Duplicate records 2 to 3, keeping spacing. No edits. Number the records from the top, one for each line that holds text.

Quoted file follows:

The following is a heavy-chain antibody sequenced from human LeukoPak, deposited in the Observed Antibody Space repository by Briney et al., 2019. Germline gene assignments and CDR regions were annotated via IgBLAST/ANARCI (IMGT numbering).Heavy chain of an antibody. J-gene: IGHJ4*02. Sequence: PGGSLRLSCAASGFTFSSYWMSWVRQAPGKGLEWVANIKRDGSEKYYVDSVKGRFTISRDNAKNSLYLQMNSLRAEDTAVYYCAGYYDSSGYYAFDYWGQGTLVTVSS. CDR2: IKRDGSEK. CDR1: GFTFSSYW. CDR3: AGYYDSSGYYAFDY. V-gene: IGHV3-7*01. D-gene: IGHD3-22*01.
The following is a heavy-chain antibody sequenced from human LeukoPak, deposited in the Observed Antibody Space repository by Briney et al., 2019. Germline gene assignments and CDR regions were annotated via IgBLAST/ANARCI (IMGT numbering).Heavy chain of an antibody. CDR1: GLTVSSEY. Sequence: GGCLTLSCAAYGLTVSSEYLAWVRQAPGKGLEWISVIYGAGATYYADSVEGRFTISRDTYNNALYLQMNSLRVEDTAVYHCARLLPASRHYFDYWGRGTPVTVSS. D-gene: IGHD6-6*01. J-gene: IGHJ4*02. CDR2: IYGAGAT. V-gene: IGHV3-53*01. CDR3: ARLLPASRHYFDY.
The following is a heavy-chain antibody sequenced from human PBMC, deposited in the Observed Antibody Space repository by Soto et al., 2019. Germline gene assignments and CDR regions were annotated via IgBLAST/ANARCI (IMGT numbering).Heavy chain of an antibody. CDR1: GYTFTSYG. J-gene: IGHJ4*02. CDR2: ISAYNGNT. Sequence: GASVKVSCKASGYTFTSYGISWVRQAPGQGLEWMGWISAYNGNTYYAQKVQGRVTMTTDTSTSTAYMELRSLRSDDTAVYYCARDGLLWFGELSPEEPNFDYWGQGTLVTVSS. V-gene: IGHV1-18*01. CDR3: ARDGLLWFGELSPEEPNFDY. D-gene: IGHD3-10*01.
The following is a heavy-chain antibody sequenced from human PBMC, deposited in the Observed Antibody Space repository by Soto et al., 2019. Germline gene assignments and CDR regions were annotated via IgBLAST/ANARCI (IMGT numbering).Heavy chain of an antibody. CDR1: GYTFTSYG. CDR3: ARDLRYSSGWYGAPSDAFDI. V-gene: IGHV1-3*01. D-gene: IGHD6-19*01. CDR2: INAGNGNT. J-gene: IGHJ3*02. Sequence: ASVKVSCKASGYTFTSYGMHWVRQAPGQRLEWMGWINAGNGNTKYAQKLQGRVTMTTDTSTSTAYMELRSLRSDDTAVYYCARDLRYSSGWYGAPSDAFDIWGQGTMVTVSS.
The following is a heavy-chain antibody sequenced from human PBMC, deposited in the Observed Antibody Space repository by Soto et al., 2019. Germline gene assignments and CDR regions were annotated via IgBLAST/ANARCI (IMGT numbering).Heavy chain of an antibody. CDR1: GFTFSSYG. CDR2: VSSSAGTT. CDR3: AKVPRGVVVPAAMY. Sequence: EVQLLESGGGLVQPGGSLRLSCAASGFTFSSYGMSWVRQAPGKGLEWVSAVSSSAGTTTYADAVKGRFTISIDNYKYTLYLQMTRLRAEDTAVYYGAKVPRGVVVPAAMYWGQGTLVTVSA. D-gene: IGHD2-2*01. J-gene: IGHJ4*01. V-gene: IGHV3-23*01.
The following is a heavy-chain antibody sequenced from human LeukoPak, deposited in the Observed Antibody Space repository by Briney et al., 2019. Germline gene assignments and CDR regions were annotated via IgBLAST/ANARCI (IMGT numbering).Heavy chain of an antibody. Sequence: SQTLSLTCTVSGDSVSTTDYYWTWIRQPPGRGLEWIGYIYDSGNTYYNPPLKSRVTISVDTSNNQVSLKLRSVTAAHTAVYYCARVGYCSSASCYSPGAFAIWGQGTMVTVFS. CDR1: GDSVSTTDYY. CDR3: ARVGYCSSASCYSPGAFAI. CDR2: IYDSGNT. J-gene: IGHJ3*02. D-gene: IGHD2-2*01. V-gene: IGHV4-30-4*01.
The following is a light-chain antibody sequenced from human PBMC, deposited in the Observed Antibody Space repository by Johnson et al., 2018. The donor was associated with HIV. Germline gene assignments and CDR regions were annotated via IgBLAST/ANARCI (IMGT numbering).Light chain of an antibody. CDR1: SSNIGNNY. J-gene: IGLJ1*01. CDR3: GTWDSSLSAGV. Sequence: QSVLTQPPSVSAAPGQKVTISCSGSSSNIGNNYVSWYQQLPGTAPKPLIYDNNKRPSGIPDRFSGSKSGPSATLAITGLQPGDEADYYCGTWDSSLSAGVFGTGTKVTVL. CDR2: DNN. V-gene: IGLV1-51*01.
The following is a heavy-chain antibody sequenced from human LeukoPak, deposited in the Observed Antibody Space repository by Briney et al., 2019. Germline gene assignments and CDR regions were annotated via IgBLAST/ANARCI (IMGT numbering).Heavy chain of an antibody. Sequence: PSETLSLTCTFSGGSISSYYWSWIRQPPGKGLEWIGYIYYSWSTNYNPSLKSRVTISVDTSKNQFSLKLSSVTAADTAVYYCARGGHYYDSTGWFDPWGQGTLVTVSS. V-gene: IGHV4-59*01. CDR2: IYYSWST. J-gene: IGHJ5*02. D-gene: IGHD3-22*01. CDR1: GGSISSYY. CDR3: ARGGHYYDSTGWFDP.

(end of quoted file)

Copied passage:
The following is a heavy-chain antibody sequenced from human LeukoPak, deposited in the Observed Antibody Space repository by Briney et al., 2019. Germline gene assignments and CDR regions were annotated via IgBLAST/ANARCI (IMGT numbering).Heavy chain of an antibody. CDR1: GLTVSSEY. Sequence: GGCLTLSCAAYGLTVSSEYLAWVRQAPGKGLEWISVIYGAGATYYADSVEGRFTISRDTYNNALYLQMNSLRVEDTAVYHCARLLPASRHYFDYWGRGTPVTVSS. D-gene: IGHD6-6*01. J-gene: IGHJ4*02. CDR2: IYGAGAT. V-gene: IGHV3-53*01. CDR3: ARLLPASRHYFDY.
The following is a heavy-chain antibody sequenced from human PBMC, deposited in the Observed Antibody Space repository by Soto et al., 2019. Germline gene assignments and CDR regions were annotated via IgBLAST/ANARCI (IMGT numbering).Heavy chain of an antibody. CDR1: GYTFTSYG. J-gene: IGHJ4*02. CDR2: ISAYNGNT. Sequence: GASVKVSCKASGYTFTSYGISWVRQAPGQGLEWMGWISAYNGNTYYAQKVQGRVTMTTDTSTSTAYMELRSLRSDDTAVYYCARDGLLWFGELSPEEPNFDYWGQGTLVTVSS. V-gene: IGHV1-18*01. CDR3: ARDGLLWFGELSPEEPNFDY. D-gene: IGHD3-10*01.